Beyond the Best Seller: The Brilliance of Elena Ferrante
By Icaro Carvalho & Raquel Zandomeneghi
Achieving a high literary standard while maintaining an accessible and readable text is definitely not easy nor common. In over 1700 pages, writer Elena Ferrante invites readers of her four-part “Neapolitan novels'' to follow protagonist Lenu's life in a classic bildungsroman: a story from early childhood until old age. The Italian writer, who has chosen to not make her name, face or any other solid information about her personal life public, is now one of the most famous writers in the world. Her books are constantly discussed, photographed and shared by celebrities and personalities. This international success rose soon after the 2012 publishing of My Brilliant Friend, the first novel of the Tetralogy, and escalated until it was dubbed "Ferrante Fever.'' This fever sold millions of copies, started an HBO series, and expanded the myth around the writer behind the pseudonym.
In 2019, the British newspaper The Guardian ranked My Brilliant Friend as the 11th best novel of the century. Many critics have addressed the excellence of Ferrante’s writing above her commercial success. Best-sellers tend to be optimistic, seek the very profitable "self-help market," and receive mediocre reception from critics. None of this applies to Ferrante's novels. Her novels are, more than anything else, hopeless, imperfect and raw. The Tetralogy revolves around two childhood friends, Lenu and Lila. Lenu, who is also the narrator of the novels, continually reinforces that her relationship with Lila has been complicated and rough since their first moments of bonding in elementary school. The plot follows Lenu leaving to Naples, Italy to seek higher education and Lila staying in their village to get married and lead a more traditional life.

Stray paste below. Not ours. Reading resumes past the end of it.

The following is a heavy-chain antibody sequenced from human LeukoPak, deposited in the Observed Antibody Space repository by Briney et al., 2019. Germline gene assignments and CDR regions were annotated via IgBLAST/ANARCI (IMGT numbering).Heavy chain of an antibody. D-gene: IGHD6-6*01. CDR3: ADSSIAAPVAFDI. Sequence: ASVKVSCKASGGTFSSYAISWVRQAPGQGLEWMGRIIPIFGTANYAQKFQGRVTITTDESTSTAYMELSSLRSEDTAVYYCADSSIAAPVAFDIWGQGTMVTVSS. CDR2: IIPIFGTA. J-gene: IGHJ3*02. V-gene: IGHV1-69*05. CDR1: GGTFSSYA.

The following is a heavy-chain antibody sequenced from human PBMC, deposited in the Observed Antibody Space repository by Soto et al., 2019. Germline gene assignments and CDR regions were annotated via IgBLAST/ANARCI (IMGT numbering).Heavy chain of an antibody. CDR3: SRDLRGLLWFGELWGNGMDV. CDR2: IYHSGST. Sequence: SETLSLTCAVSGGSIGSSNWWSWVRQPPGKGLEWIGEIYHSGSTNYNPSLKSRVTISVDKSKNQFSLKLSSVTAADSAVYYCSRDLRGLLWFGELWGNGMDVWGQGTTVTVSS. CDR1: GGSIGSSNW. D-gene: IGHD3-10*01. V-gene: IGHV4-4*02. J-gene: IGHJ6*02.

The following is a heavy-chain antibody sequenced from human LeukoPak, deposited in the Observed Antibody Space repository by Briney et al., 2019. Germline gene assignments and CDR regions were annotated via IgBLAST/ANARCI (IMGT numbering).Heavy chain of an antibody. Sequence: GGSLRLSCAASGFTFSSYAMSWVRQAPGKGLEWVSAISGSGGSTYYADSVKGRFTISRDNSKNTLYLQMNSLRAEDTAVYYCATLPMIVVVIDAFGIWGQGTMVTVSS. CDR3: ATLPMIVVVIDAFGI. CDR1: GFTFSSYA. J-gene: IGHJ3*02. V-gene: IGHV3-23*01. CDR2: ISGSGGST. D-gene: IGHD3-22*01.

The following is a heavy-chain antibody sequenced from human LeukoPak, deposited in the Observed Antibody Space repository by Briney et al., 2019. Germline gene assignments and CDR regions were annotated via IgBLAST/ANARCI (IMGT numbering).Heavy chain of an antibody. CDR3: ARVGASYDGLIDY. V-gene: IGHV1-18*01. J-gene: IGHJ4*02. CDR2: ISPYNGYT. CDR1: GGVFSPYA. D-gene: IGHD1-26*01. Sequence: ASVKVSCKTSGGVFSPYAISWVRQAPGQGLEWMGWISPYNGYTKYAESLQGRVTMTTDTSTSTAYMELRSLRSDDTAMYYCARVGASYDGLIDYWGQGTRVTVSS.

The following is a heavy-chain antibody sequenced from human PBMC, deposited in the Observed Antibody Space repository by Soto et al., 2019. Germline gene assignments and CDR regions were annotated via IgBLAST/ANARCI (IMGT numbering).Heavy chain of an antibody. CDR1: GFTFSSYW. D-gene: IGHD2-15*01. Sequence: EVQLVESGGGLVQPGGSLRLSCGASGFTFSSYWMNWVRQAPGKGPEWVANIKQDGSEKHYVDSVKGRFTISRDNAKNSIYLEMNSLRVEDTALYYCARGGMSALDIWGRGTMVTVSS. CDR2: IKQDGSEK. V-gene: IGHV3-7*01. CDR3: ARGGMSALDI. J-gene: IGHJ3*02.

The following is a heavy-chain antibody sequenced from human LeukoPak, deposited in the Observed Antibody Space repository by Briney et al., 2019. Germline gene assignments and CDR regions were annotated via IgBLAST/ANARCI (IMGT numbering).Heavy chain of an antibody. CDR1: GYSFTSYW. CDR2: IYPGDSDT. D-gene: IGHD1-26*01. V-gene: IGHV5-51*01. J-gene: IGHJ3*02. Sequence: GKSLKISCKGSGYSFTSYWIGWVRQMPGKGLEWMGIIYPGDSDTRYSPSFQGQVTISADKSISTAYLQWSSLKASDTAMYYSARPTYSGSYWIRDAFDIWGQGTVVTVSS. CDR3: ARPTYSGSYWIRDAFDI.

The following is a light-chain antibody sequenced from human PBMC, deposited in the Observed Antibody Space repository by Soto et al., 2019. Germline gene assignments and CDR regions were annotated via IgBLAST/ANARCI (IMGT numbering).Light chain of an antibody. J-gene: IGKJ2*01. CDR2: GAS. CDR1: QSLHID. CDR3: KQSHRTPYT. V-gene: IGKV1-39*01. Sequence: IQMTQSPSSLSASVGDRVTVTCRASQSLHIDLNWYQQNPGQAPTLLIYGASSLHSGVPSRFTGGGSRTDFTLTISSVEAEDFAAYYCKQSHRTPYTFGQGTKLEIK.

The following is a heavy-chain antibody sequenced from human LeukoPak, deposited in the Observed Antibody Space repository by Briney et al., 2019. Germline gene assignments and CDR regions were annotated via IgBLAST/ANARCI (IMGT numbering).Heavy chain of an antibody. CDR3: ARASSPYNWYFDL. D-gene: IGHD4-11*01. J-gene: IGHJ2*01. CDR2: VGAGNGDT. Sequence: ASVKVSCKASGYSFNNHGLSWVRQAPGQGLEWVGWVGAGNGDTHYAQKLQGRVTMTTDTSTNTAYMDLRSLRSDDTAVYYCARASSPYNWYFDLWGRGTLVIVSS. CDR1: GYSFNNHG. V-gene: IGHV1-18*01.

As mentioned, Ferrante's writing style is far from what one would expect from a best-selling book. It forces the reader through countless conflicting feelings. There are moments in which the narrative causes exceptionally visceral discomfort by exposing thoughts that we have all had. Cruel and selfish moments portrayed by the characters communicate deeply with our inner selves, in a way that shuts us out of our comfort zone. We connect with Lenu and Lila even in their worst, most egoistic thoughts; we envy and feel disgust toward characters as if we really knew them. This is one of the reasons people connect so much with Ferrante's writing. It feels like an autobiographical work because it has every element we would expect from typical autobiographical memories. Yet, since we know it is fiction, we tend to take the actions in the novels personally, reacting to them as if we were the ones affected by them. When Lenu has good grades or receives compliments, for example, we feel proud—as if we were part of her journey.